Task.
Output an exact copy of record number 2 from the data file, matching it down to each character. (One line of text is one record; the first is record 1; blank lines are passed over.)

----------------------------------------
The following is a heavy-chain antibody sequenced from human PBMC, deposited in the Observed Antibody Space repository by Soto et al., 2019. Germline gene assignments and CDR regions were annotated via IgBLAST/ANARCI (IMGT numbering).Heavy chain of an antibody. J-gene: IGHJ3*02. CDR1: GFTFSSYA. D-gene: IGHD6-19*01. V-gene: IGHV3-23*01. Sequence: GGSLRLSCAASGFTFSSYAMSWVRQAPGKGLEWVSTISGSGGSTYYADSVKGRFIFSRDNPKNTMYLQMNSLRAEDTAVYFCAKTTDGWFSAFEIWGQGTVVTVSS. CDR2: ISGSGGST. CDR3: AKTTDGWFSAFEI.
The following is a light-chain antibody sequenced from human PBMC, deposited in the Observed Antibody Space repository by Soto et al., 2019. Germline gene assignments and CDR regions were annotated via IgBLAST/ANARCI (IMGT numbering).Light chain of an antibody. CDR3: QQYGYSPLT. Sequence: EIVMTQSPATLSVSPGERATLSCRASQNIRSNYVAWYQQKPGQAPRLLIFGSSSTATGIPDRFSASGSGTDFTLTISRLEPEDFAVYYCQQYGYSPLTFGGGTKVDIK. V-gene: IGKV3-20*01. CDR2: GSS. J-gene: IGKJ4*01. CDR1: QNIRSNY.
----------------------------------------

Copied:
The following is a light-chain antibody sequenced from human PBMC, deposited in the Observed Antibody Space repository by Soto et al., 2019. Germline gene assignments and CDR regions were annotated via IgBLAST/ANARCI (IMGT numbering).Light chain of an antibody. CDR3: QQYGYSPLT. Sequence: EIVMTQSPATLSVSPGERATLSCRASQNIRSNYVAWYQQKPGQAPRLLIFGSSSTATGIPDRFSASGSGTDFTLTISRLEPEDFAVYYCQQYGYSPLTFGGGTKVDIK. V-gene: IGKV3-20*01. CDR2: GSS. J-gene: IGKJ4*01. CDR1: QNIRSNY.